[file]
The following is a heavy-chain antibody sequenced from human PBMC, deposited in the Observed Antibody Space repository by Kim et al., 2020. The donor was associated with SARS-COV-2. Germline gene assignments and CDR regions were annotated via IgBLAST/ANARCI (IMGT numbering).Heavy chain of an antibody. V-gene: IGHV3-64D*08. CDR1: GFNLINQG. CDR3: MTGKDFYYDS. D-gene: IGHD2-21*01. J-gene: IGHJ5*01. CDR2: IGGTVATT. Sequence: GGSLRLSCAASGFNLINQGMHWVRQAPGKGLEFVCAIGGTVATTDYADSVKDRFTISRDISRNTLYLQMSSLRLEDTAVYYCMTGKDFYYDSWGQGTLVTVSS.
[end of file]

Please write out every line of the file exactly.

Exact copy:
The following is a heavy-chain antibody sequenced from human PBMC, deposited in the Observed Antibody Space repository by Kim et al., 2020. The donor was associated with SARS-COV-2. Germline gene assignments and CDR regions were annotated via IgBLAST/ANARCI (IMGT numbering).Heavy chain of an antibody. V-gene: IGHV3-64D*08. CDR1: GFNLINQG. CDR3: MTGKDFYYDS. D-gene: IGHD2-21*01. J-gene: IGHJ5*01. CDR2: IGGTVATT. Sequence: GGSLRLSCAASGFNLINQGMHWVRQAPGKGLEFVCAIGGTVATTDYADSVKDRFTISRDISRNTLYLQMSSLRLEDTAVYYCMTGKDFYYDSWGQGTLVTVSS.